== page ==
• Name your bucket. We leave the rest of the defaults alone for this demo.
    Dialogue to name the S3 bucket

Create IAM User

Now that you have an empty bucket, we need a user to interact with it. Search for IAM and then select users.

  • Create a new user
    Dialogue to create a new IAM user
  • You’ll have the option to add the user to a group. Groups are a much more scalable way to assign permissions. Consider for example a large organization where an employee moves from one department to another, or the organization restructures and a division takes on another’s responsibility. Groups allow you to apply a permission policy to multiple users. They are superfluous in the use case in this blog post so I will leave their configuration as an exercise to the reader.
  • Review your new user. The user will have no access or permissions. You can add tags if you like.

IAM Permission Policy

  • Now we need a permission policy to allow us to interact with the bucket. Still in IAM, go to policies. We will use the visual editor to demonstrate a small selection of permissions. I want to be able to list all of my buckets, list the content of the firexflyblog bucket and upload and download objects in the firexflyblog bucket.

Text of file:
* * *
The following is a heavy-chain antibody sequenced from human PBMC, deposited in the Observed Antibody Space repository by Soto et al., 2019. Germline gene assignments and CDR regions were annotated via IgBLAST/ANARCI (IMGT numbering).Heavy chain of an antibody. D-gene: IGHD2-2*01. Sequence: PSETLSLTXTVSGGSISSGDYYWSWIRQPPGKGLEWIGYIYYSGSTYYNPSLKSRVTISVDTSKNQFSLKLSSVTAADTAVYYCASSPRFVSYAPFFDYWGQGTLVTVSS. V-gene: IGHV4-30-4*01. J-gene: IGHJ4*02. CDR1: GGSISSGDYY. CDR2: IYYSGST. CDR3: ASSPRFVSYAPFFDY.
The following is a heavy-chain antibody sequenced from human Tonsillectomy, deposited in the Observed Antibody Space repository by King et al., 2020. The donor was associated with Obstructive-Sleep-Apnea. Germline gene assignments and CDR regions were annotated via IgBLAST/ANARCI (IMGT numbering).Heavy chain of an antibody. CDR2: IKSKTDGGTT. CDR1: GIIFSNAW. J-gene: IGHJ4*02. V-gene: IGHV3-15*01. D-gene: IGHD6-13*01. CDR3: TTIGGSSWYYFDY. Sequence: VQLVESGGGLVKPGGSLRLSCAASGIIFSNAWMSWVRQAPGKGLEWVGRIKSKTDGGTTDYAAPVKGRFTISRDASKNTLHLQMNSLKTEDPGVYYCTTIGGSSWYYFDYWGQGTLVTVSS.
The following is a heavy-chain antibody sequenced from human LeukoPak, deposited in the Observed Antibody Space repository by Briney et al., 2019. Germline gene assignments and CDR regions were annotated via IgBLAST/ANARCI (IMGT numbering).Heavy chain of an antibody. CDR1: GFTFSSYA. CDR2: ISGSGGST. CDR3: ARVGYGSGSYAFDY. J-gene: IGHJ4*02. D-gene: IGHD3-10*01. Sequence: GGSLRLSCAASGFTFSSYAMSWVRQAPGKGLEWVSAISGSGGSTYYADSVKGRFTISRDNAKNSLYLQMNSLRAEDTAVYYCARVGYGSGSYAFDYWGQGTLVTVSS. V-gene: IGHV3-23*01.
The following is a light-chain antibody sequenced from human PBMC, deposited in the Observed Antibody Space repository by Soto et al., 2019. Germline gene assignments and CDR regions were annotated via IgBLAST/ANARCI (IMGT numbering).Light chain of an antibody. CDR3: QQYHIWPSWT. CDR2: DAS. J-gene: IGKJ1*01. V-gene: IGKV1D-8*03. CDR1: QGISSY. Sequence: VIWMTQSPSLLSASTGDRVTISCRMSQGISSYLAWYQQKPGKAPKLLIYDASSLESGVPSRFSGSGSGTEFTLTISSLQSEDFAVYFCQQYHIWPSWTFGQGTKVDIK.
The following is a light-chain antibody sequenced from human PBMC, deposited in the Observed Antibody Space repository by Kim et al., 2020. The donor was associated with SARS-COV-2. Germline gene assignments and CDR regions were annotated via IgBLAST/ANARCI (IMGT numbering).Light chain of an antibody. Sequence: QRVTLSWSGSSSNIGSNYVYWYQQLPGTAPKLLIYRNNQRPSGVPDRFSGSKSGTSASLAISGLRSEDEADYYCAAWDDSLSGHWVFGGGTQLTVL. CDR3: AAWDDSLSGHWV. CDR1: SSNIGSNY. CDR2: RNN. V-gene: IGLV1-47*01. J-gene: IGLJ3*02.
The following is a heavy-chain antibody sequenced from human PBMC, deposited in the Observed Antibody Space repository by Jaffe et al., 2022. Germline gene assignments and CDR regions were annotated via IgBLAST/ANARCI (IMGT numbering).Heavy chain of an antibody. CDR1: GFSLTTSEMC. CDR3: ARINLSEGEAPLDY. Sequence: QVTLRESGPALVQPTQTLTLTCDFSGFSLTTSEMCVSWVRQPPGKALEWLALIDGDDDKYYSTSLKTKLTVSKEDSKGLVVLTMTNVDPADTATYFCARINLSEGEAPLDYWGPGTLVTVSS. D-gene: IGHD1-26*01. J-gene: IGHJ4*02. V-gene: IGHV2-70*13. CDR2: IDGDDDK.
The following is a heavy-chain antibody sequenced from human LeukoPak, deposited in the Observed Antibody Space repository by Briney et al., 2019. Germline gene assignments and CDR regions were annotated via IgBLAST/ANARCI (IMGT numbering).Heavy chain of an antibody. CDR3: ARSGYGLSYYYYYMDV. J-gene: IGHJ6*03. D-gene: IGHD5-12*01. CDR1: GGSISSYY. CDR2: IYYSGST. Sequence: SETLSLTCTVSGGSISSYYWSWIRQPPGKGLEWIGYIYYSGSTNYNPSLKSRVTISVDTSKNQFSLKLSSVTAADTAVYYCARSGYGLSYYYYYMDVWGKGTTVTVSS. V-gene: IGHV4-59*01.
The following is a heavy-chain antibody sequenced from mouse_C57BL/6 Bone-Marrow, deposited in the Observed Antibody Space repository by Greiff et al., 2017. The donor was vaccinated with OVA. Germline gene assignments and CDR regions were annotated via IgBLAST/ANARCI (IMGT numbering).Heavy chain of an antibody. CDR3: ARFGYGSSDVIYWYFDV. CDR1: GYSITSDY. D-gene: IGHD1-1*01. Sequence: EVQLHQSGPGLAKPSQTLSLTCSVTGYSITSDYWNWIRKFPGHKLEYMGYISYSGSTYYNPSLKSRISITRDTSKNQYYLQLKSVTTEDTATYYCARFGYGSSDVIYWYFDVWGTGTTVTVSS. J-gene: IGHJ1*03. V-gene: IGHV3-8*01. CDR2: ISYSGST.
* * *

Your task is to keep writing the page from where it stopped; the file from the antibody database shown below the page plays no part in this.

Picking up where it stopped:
• List permissions:
      Dialogue to specify permissions in IAM
    • Read permissions:
      Dialogue to specify read permissions in IAM
    • Write permissions:
      Dialogue to specify write permissions in IAM
  • We also want to limit the permissions we just set to the firexflyblog bucket and the objects it contains. You achieve this by specifying Amazon Resource Names (ARN) as follows.
    Dialogue to specify ARNs the permission policy applies to in IAM

    • Bucket ARN:
      Dialogue to specify bucket ARNs
    • Object ARN:
      Dialogue to specify object ARNs
  • Review and create the permission policy:
    Dialogue to review and create the permission policy in IAM
  • Apply the permission policy to the user. Go to the IAM user, in the permission policies section, add permissions from the dropdown and select apply permission directly. Now apply the policy you created.
    Dialogue to attach the permission policy to a user

The JSON Editor

While we used the visual editor to create our policy, the JSON editor gives some additional insight into how the policy works. Lets review the JSON editor for the policy we just created to peer under the hood.

    "Version": "2012-10-17",
    "Statement": [
            "Sid": "VisualEditor0",
            "Effect": "Allow",
            "Action": [
            "Resource": [
            "Sid": "VisualEditor1",
            "Effect": "Allow",
            "Action": "s3:ListAllMyBuckets",
            "Resource": "*"

Note that the second SID VisualEditor1 is not restricted to the firexflyblog bucket because we want to be able to list all of the buckets in S3 (using the permission s3:ListAllMyBuckets).


  • Create an access key. In the Summary section, create an access key. Select CLI and confirm the tickbox. On the next screen, create an optional tag and then go ahead and generate the key.